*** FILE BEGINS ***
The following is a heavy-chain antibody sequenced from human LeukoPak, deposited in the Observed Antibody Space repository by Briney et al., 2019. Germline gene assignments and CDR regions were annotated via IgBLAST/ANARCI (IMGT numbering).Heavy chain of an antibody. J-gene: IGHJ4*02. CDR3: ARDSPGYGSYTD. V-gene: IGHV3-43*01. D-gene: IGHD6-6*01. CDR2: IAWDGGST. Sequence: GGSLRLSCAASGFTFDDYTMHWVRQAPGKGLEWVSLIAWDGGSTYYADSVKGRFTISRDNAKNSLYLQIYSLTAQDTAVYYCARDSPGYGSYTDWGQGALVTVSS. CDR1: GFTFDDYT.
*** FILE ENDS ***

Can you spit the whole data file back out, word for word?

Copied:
The following is a heavy-chain antibody sequenced from human LeukoPak, deposited in the Observed Antibody Space repository by Briney et al., 2019. Germline gene assignments and CDR regions were annotated via IgBLAST/ANARCI (IMGT numbering).Heavy chain of an antibody. J-gene: IGHJ4*02. CDR3: ARDSPGYGSYTD. V-gene: IGHV3-43*01. D-gene: IGHD6-6*01. CDR2: IAWDGGST. Sequence: GGSLRLSCAASGFTFDDYTMHWVRQAPGKGLEWVSLIAWDGGSTYYADSVKGRFTISRDNAKNSLYLQIYSLTAQDTAVYYCARDSPGYGSYTDWGQGALVTVSS. CDR1: GFTFDDYT.